Review – Otello by Verdi

Once in a while, me and the boyfriend like to enjoy what I call high culture. This is not to say that certain kinds of culture would be ‘better’ or ‘higher quality’, it’s mostly to do with the accessibility of it. For example: the occasional cinema visit, some comedy in the local pub, or a concert of a popular band, are easily arranged and (at least for the first two) not too pricey. Whereas high culture very much puts us and our piggy bank out of our comfort zone. But last Friday my parents invited us to go see an opera with them. Yes please!

My favourite operas so far, are the ones where you don’t know where to look first. Of course, you have the orchestra you can glance away at, the people around you in their fancy clothes and odd looking hairdos (and that is generally where we feel out of our comfort zone, being young and wearing are one and only set of fancy clothes, therefore referred to as my ‘opera’clothes). The insanely strong voices singing the impressive melodies coming out of these tiny little humans. (Yes, we generally sit on the 2nd balcony or higher). The stories unfolding, sometimes drama but sometimes pure slapstick comedy. But you also have the set and costume changes, the action happening on stage in the background, the choir doing all sorts of stuff. And usually, De Vlaamse Opera very much succeeds in bringing an interesting adaptation. They don’t put the opera on scene the way it was meant to when it was written hundreds of years ago. The only thing that is the same, is the music and the lyrics.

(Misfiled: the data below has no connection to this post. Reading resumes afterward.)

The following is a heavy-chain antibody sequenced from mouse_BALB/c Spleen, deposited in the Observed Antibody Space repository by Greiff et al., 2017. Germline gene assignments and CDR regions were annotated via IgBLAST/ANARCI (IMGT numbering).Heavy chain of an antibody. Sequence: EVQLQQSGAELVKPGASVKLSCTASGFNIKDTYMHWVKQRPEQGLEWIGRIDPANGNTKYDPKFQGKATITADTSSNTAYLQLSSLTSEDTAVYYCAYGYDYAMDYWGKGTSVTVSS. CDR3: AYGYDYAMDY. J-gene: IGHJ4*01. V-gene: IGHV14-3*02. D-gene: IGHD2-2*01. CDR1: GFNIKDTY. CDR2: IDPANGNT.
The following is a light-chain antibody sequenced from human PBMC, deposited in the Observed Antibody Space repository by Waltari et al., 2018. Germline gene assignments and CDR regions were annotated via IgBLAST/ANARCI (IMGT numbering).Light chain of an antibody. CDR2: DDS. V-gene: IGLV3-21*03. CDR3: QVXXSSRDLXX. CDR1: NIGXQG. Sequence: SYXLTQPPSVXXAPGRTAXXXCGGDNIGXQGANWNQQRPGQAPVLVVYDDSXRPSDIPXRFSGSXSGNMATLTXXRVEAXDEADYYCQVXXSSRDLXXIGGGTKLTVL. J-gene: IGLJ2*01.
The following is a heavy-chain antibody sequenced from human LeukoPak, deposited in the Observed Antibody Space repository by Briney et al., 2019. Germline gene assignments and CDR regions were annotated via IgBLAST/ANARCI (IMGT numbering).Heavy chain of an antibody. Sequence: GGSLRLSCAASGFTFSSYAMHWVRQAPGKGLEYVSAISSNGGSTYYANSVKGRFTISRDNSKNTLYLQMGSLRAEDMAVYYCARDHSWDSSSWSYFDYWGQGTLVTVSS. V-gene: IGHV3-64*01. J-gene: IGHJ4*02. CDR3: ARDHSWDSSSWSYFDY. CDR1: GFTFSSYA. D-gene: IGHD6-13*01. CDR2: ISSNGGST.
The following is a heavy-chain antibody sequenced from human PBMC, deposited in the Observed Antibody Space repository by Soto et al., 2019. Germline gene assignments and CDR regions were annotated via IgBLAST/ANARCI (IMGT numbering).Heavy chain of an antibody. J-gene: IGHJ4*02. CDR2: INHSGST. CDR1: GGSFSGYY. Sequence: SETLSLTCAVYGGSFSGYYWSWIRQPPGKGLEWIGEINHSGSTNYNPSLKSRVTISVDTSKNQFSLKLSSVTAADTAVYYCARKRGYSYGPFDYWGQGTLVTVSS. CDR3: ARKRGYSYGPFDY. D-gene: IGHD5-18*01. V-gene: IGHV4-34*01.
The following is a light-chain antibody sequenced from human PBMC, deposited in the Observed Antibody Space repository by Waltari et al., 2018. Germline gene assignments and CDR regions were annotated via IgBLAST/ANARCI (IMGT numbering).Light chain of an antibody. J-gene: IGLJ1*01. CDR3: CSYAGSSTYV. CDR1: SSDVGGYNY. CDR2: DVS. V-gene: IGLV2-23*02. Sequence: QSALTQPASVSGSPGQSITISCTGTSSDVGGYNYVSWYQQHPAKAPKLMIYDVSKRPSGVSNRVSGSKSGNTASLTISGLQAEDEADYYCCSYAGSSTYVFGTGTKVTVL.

Last Friday, it was the premiere of Otello by Verdi (of course based on, as you all know, good  ol’ Shakespeare’s story). The set was quite minimal, which usually makes me worry a little bit, as it gets boring more easily. But this time it didn’t. And for me, that was all thanks to the choir and the music.

For every act, only the absolutely necessary characters were on scene. Nothing was happening in the background, no set changes or no secondary actors acting out a side story. Even the costumes were bland, everyone dressed in black against a black set. But when the choir came on, I was dead impressed. You could almost call it a choreography, the way they all moved as one. The opening image was one of a black stage lit up by lightning, the back of the stage filled by the choir. It was set in a boat on a stormy sea, and the image was created beautifully and only by the movement of the choir. Really well done.

And then their was the music. Quite melodic, which is I why I still prefer the classics over more contemporary operas. In the first three acts, the music was strong and powerful, but in the last act it winded down beautifully. And that’s probably why the minimal decor worked so well. The music suited the story so well, the actors created a beautiful image just with their voices. They only had their faces and bodies to work with, but really managed to get under your skin.

So all in all, this opera was definitely worth watching for the music and just that. The music and the acting was so strong, they didn’t need any set or costume changes to keep the audience’s attention. This opera went back to its basics and did so very successfully.


Check out this video, the opening song and one of the more quiet songs in the last act.